Yaniglos cited a new Dick's Sporting Goods store scheduled to open on U.S. 41 in Fort Myers near Page Field as one sign of the recovery. In addition, he says companies such as Starbucks, Zaxby's and Wawa's convenience stores are scouting cites around the region. “All these guys are looking at corners,” he says.

With rents rising in the top locations, retailers are considering locations they would have passed over in the recession. “You're now starting to see secondary properties get attention,” says Yaniglos.

In Collier County, a new Hyundai dealership will be built on Airport-Pulling Road near Orange Blossom Drive, says Fred Kermani, a partner with CRE Consultants in Naples.

In addition, Kermani forecasts 30 new or relocating restaurants in Collier this year. “Restaurants are a hot market in Naples,” he says.

Meanwhile, industrial buildings are starting to fill up as companies supply retailers and homebuilders. In the fourth quarter, companies absorbed more than 400,000 square feet of industrial space in the three-county area, pushing vacancies down to 10% from 11.6% at the end of the first quarter in 2012, according to CoStar.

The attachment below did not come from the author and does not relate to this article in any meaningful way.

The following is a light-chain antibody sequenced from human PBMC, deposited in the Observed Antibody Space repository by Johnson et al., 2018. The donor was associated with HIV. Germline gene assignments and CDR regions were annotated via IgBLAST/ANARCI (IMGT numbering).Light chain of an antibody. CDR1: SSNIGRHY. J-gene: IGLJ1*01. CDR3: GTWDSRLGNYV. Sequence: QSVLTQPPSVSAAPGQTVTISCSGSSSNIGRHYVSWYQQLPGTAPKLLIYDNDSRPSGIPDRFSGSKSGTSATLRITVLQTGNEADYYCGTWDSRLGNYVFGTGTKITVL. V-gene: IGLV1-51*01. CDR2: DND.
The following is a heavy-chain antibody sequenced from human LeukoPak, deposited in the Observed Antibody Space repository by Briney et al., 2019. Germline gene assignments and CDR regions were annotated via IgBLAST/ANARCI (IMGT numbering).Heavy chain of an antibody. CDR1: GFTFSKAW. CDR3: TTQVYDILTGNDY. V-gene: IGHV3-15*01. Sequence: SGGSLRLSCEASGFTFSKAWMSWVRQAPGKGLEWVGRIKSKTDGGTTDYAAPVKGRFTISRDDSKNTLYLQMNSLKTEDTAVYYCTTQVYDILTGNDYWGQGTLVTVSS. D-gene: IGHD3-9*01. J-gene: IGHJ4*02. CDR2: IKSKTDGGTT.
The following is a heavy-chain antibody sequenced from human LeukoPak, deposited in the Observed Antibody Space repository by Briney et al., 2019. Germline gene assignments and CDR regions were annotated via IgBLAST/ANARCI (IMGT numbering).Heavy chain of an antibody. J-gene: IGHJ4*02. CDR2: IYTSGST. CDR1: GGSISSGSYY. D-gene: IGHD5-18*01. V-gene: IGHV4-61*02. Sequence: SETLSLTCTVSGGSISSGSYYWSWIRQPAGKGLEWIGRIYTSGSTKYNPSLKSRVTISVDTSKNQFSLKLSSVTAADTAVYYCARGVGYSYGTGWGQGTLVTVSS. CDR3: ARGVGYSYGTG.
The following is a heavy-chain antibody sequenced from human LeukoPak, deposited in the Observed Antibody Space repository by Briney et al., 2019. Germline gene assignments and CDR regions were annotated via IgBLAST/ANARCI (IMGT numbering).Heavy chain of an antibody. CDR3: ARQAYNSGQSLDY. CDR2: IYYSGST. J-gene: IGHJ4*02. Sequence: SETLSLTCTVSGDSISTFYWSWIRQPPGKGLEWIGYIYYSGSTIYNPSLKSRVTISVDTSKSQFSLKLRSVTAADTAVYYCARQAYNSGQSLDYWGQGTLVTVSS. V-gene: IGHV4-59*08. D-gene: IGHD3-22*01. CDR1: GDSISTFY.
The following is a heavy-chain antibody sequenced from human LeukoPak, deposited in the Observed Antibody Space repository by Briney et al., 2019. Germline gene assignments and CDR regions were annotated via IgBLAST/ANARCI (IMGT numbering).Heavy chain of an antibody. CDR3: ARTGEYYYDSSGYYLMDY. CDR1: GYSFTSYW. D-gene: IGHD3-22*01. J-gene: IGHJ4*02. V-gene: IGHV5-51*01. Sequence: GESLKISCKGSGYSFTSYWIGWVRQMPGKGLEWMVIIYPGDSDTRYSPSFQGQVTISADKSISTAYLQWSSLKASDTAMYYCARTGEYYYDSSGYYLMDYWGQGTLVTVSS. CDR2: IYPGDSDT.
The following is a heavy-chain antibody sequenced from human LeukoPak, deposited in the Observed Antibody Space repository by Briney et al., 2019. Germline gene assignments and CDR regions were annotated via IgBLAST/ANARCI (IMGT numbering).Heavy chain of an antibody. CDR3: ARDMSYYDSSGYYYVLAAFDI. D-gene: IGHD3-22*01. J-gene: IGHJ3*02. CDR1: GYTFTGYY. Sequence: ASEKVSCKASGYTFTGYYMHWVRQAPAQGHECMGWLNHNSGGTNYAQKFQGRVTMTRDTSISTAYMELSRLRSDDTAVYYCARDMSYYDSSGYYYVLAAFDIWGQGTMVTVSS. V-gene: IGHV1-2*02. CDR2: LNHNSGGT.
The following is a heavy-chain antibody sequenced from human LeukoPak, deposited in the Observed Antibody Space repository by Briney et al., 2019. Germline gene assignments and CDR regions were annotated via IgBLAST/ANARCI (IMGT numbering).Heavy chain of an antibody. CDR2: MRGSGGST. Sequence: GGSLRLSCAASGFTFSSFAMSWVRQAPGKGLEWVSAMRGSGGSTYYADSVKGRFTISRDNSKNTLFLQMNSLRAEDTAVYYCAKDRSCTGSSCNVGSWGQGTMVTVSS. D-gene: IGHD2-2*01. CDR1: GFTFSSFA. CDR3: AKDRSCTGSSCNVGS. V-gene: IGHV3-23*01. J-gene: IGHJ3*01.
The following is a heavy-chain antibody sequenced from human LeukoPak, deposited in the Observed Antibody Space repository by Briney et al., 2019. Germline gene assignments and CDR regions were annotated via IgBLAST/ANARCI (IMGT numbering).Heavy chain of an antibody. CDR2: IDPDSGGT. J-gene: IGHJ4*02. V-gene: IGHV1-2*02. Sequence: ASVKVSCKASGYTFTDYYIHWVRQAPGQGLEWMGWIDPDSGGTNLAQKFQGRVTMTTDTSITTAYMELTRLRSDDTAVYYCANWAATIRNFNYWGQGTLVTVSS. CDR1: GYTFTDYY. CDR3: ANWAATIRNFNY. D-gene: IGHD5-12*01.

In particular, brokers cite a lack of large blocks of space greater than 10,000 or 20,000 square feet. “We have a lot of people looking for space we don't have,” says Jerry Messonnier, partner with Lee & Associates in Fort Myers.

It's the same story in Charlotte County, where Cheney Brothers plans to build a 250,000-square-foot food distribution warehouse near the Punta Gorda Airport because there's no space large enough to accommodate a facility of that scale.

On the office front, Fortune 500 companies are scouting locations in Southwest Florida, says Adam Palmer, director of the office division of LandQwest Commercial.
Still, most areas of Charlotte and Lee have high office vacancy rates and absorption in the fourth quarter in the three-county area was slightly negative because of slow job creation. “Collier has a more balanced market,” says Palmer.

Prices remain depressed
Because the office market is usually one of the last sectors of the commercial real estate market to recover, the vacancy rates remain high. For example, the vacancy rate for top-quality class A office space in the three-county area was 23.4% in the fourth quarter, according to CoStar.